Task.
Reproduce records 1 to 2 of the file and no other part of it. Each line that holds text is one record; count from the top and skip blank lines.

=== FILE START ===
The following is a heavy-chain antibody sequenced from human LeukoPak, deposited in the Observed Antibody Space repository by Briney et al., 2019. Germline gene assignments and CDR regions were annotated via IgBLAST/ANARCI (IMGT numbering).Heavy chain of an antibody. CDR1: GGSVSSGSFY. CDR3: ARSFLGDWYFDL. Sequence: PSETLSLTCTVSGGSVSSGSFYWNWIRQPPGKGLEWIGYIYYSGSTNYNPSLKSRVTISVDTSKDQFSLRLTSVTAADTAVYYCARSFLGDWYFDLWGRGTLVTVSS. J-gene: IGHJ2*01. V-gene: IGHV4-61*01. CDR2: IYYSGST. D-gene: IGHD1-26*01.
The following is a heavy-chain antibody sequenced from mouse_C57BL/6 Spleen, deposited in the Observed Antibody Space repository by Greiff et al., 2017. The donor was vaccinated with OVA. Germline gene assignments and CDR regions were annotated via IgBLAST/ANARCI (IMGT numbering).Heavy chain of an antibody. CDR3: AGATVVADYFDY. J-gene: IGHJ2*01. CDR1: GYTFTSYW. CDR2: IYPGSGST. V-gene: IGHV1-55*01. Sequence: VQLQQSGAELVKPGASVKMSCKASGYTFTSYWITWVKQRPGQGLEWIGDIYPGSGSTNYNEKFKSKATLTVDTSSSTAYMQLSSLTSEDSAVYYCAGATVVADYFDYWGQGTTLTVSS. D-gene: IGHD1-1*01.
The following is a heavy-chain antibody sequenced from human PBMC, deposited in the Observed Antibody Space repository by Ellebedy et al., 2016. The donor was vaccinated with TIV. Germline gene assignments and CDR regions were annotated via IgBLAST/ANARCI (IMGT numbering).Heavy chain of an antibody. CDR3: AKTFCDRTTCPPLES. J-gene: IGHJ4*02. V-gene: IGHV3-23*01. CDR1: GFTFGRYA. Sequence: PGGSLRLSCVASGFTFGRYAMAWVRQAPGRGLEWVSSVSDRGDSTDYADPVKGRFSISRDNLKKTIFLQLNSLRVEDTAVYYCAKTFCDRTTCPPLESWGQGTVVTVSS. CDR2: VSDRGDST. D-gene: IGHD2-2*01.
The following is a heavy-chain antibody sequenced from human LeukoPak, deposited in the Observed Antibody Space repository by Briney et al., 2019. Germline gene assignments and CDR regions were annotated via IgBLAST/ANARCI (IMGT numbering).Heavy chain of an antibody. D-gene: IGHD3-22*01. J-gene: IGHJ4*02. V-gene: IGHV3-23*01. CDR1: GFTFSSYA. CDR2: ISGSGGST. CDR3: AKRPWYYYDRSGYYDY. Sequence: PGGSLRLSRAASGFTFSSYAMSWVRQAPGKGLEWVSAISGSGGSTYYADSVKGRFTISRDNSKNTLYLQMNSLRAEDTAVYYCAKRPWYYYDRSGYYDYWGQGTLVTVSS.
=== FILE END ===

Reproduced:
The following is a heavy-chain antibody sequenced from human LeukoPak, deposited in the Observed Antibody Space repository by Briney et al., 2019. Germline gene assignments and CDR regions were annotated via IgBLAST/ANARCI (IMGT numbering).Heavy chain of an antibody. CDR1: GGSVSSGSFY. CDR3: ARSFLGDWYFDL. Sequence: PSETLSLTCTVSGGSVSSGSFYWNWIRQPPGKGLEWIGYIYYSGSTNYNPSLKSRVTISVDTSKDQFSLRLTSVTAADTAVYYCARSFLGDWYFDLWGRGTLVTVSS. J-gene: IGHJ2*01. V-gene: IGHV4-61*01. CDR2: IYYSGST. D-gene: IGHD1-26*01.
The following is a heavy-chain antibody sequenced from mouse_C57BL/6 Spleen, deposited in the Observed Antibody Space repository by Greiff et al., 2017. The donor was vaccinated with OVA. Germline gene assignments and CDR regions were annotated via IgBLAST/ANARCI (IMGT numbering).Heavy chain of an antibody. CDR3: AGATVVADYFDY. J-gene: IGHJ2*01. CDR1: GYTFTSYW. CDR2: IYPGSGST. V-gene: IGHV1-55*01. Sequence: VQLQQSGAELVKPGASVKMSCKASGYTFTSYWITWVKQRPGQGLEWIGDIYPGSGSTNYNEKFKSKATLTVDTSSSTAYMQLSSLTSEDSAVYYCAGATVVADYFDYWGQGTTLTVSS. D-gene: IGHD1-1*01.